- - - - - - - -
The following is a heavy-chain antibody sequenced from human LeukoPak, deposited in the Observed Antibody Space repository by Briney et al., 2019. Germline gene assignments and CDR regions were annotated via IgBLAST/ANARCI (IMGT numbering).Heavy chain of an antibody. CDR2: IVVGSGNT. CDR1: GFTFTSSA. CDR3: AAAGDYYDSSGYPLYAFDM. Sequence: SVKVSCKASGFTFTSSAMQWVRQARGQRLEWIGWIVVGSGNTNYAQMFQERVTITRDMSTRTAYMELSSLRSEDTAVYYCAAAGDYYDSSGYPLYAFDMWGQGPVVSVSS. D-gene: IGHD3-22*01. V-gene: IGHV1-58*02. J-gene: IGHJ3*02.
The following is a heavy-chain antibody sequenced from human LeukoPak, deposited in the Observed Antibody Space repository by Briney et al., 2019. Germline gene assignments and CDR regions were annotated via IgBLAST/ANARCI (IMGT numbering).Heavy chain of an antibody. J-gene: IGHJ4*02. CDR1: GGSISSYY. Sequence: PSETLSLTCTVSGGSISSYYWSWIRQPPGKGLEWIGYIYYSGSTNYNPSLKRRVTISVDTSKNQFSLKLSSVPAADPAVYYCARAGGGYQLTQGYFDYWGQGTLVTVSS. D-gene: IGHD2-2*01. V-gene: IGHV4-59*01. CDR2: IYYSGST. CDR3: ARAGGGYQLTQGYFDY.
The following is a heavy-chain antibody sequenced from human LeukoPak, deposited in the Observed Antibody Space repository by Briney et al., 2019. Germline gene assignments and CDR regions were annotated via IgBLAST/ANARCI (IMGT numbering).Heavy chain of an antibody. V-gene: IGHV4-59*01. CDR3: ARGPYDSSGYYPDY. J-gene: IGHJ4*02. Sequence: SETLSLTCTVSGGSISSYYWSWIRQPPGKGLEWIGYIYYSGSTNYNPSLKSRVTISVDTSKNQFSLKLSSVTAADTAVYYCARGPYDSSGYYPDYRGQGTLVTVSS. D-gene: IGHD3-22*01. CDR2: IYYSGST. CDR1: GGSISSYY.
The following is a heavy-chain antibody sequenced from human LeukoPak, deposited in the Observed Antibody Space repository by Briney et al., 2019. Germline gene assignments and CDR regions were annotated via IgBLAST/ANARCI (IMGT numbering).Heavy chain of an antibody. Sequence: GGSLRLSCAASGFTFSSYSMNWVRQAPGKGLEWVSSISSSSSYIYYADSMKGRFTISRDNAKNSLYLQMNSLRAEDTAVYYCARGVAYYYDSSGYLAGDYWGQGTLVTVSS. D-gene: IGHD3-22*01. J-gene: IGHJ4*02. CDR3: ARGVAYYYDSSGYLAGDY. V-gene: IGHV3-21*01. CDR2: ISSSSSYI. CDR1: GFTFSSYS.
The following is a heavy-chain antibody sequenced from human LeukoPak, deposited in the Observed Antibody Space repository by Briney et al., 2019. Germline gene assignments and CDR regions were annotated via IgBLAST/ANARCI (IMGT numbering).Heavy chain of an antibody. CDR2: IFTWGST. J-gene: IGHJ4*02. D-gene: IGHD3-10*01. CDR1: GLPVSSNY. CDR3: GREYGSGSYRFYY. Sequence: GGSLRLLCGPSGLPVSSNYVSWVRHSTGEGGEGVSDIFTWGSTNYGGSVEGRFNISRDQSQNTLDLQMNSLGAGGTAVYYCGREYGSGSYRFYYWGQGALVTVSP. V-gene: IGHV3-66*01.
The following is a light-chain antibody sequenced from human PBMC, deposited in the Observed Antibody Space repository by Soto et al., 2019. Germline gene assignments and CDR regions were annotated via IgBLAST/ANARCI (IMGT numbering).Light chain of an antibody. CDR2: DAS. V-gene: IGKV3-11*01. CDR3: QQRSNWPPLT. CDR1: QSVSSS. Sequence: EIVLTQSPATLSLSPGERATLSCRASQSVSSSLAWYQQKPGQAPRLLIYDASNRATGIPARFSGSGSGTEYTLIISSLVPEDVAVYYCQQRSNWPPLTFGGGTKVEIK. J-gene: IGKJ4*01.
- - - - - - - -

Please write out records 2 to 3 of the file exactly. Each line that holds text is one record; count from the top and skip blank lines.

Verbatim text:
The following is a heavy-chain antibody sequenced from human LeukoPak, deposited in the Observed Antibody Space repository by Briney et al., 2019. Germline gene assignments and CDR regions were annotated via IgBLAST/ANARCI (IMGT numbering).Heavy chain of an antibody. J-gene: IGHJ4*02. CDR1: GGSISSYY. Sequence: PSETLSLTCTVSGGSISSYYWSWIRQPPGKGLEWIGYIYYSGSTNYNPSLKRRVTISVDTSKNQFSLKLSSVPAADPAVYYCARAGGGYQLTQGYFDYWGQGTLVTVSS. D-gene: IGHD2-2*01. V-gene: IGHV4-59*01. CDR2: IYYSGST. CDR3: ARAGGGYQLTQGYFDY.
The following is a heavy-chain antibody sequenced from human LeukoPak, deposited in the Observed Antibody Space repository by Briney et al., 2019. Germline gene assignments and CDR regions were annotated via IgBLAST/ANARCI (IMGT numbering).Heavy chain of an antibody. V-gene: IGHV4-59*01. CDR3: ARGPYDSSGYYPDY. J-gene: IGHJ4*02. Sequence: SETLSLTCTVSGGSISSYYWSWIRQPPGKGLEWIGYIYYSGSTNYNPSLKSRVTISVDTSKNQFSLKLSSVTAADTAVYYCARGPYDSSGYYPDYRGQGTLVTVSS. D-gene: IGHD3-22*01. CDR2: IYYSGST. CDR1: GGSISSYY.